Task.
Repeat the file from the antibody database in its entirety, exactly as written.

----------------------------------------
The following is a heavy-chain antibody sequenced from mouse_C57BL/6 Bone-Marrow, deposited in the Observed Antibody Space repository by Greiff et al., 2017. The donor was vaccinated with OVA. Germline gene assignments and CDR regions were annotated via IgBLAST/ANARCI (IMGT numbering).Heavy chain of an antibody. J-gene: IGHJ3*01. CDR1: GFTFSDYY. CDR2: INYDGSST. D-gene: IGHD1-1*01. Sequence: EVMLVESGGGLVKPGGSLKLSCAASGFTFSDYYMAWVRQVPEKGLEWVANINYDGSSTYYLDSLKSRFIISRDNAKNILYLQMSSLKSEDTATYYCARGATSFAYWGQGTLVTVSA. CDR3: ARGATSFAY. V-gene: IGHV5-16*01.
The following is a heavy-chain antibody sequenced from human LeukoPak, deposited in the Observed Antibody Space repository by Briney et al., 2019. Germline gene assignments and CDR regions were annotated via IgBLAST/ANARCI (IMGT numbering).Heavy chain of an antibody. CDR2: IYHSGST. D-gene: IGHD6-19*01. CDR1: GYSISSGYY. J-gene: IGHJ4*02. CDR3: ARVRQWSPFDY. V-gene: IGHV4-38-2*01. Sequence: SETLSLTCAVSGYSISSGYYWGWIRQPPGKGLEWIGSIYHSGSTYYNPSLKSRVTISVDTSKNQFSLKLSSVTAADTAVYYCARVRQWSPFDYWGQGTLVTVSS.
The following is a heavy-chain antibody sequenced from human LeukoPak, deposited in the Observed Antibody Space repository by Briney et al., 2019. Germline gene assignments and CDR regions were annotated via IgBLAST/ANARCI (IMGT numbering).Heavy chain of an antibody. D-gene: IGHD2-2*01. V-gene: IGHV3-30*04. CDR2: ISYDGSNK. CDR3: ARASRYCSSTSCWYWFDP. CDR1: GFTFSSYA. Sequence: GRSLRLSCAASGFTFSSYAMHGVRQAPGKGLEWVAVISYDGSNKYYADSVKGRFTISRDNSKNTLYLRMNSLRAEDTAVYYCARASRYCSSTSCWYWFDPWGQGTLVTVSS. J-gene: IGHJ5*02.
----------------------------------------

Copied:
The following is a heavy-chain antibody sequenced from mouse_C57BL/6 Bone-Marrow, deposited in the Observed Antibody Space repository by Greiff et al., 2017. The donor was vaccinated with OVA. Germline gene assignments and CDR regions were annotated via IgBLAST/ANARCI (IMGT numbering).Heavy chain of an antibody. J-gene: IGHJ3*01. CDR1: GFTFSDYY. CDR2: INYDGSST. D-gene: IGHD1-1*01. Sequence: EVMLVESGGGLVKPGGSLKLSCAASGFTFSDYYMAWVRQVPEKGLEWVANINYDGSSTYYLDSLKSRFIISRDNAKNILYLQMSSLKSEDTATYYCARGATSFAYWGQGTLVTVSA. CDR3: ARGATSFAY. V-gene: IGHV5-16*01.
The following is a heavy-chain antibody sequenced from human LeukoPak, deposited in the Observed Antibody Space repository by Briney et al., 2019. Germline gene assignments and CDR regions were annotated via IgBLAST/ANARCI (IMGT numbering).Heavy chain of an antibody. CDR2: IYHSGST. D-gene: IGHD6-19*01. CDR1: GYSISSGYY. J-gene: IGHJ4*02. CDR3: ARVRQWSPFDY. V-gene: IGHV4-38-2*01. Sequence: SETLSLTCAVSGYSISSGYYWGWIRQPPGKGLEWIGSIYHSGSTYYNPSLKSRVTISVDTSKNQFSLKLSSVTAADTAVYYCARVRQWSPFDYWGQGTLVTVSS.
The following is a heavy-chain antibody sequenced from human LeukoPak, deposited in the Observed Antibody Space repository by Briney et al., 2019. Germline gene assignments and CDR regions were annotated via IgBLAST/ANARCI (IMGT numbering).Heavy chain of an antibody. D-gene: IGHD2-2*01. V-gene: IGHV3-30*04. CDR2: ISYDGSNK. CDR3: ARASRYCSSTSCWYWFDP. CDR1: GFTFSSYA. Sequence: GRSLRLSCAASGFTFSSYAMHGVRQAPGKGLEWVAVISYDGSNKYYADSVKGRFTISRDNSKNTLYLRMNSLRAEDTAVYYCARASRYCSSTSCWYWFDPWGQGTLVTVSS. J-gene: IGHJ5*02.